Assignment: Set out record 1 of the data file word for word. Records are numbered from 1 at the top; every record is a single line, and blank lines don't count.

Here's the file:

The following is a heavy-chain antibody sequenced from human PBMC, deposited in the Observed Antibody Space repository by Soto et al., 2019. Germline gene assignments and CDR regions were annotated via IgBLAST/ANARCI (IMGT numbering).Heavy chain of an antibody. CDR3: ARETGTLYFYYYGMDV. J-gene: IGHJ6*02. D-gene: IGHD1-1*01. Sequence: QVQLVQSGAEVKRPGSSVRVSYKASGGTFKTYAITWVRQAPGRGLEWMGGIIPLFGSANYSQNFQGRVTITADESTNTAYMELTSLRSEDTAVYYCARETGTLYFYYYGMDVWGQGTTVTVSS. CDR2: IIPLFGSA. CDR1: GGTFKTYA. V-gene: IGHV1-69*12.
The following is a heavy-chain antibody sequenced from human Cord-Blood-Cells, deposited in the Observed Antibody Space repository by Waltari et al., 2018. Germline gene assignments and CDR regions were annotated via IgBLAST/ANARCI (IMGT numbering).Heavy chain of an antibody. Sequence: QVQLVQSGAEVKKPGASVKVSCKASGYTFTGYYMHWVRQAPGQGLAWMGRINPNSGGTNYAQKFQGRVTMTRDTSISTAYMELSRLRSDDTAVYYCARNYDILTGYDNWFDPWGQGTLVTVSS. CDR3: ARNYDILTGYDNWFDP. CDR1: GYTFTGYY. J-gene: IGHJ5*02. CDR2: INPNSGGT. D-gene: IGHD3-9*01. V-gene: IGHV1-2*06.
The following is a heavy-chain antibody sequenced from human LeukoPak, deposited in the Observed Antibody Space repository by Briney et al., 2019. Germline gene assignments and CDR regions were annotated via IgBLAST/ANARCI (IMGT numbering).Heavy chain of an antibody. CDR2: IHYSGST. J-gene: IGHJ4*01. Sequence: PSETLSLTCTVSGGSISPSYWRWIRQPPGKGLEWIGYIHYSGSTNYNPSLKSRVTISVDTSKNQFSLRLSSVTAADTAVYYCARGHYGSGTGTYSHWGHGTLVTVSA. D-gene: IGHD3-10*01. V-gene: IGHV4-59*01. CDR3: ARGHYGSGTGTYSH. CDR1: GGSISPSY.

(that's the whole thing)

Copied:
The following is a heavy-chain antibody sequenced from human PBMC, deposited in the Observed Antibody Space repository by Soto et al., 2019. Germline gene assignments and CDR regions were annotated via IgBLAST/ANARCI (IMGT numbering).Heavy chain of an antibody. CDR3: ARETGTLYFYYYGMDV. J-gene: IGHJ6*02. D-gene: IGHD1-1*01. Sequence: QVQLVQSGAEVKRPGSSVRVSYKASGGTFKTYAITWVRQAPGRGLEWMGGIIPLFGSANYSQNFQGRVTITADESTNTAYMELTSLRSEDTAVYYCARETGTLYFYYYGMDVWGQGTTVTVSS. CDR2: IIPLFGSA. CDR1: GGTFKTYA. V-gene: IGHV1-69*12.